“The fellows in the ivory towers and three-piece suits not only encouraged the writing of songs about drugs and sex and all sorts of things but then they discovered they could get the DJs to play them if they supplied them liberally with drugs.

“The music business became pretty corrupt.”

By that time, however, Boone was no longer a force. His hits stopped coming, the Beatles arrived and a new consciousness was abroad. Not one that he likes even today.

He understood the resentment many felt about the Vietnam conflict but still believes civil disobedience and burning draft cards was unacceptable.

“I think when we went into Vietnam it was with some fairly lofty goals. We wanted to keep people from being enslaved. We did have some economic interests there too. We never got into an all-battle -- and it would have been an even more frightful thing if we had, I guess.

“But I didn't agree with rebelling against the Government, burning draft cards and all sorts of civil disobedience.

“When I was of draft age for the Korean War I conscientiously objected to training how to kill because of my religious upbringing but I was willing to train to be a medic and go on the front line and risk my life. But it would be to save life, not take it.

"In the Sixties I wrote and recorded Wish You Were Here, Buddy [included on this set] which was from the viewpoint of a guy already in Vietnam in a foxhole or jungle and hearing about some friend back home who was burning his draft card and taking part in big demonstrations and thumbing his nose at the Government. I didn't think that was the proper response.patboone_photoplay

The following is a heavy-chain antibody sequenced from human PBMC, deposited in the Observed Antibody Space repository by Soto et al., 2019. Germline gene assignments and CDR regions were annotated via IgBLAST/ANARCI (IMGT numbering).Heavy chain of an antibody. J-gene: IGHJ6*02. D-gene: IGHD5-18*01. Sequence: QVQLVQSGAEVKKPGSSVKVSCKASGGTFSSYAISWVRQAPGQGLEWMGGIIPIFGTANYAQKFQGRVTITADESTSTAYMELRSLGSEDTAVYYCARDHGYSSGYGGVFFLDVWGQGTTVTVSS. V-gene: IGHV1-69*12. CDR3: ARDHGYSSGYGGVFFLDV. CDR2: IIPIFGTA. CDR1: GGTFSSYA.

“Our Government does allow us to dissent. We don’t have to do something that we conscientiously object to but we don’t have to bring down the Government either just because we don’t agree with the policy.”

Today Boone says people are having to choose their own paths and "I just hope those who choose to go a productive way will finally -- and they do at this point -- outnumber those who want to go, and maybe even conscientiously believe they are right to go, in a non-constructive path.

“For instance there is a growing number of people in America who think we were robbed when Congress took prayer out of schools even if they wanted to have it voluntarily. We were then flooded with drugs, guns, violence and promiscuous sexuality and I think common sense tells you that when there are deterrent influences you aren‘t going to have the rampant involvement in destructive things.

“If you have kids who pray openly and have some sort of moral reminder then the likelihood of getting involved in things which fly in the face of that isn't nearly as strong.”

As with Cliff Richard, Boone kept the contract he undertook with his audience and never betrayed it.

He never claimed to be anything other than an upright, moral citizen and today – with charity work – he is still keeping his end of the bargain.

For another side of Pat Boone, the man in "a metal mood", have a listen to this.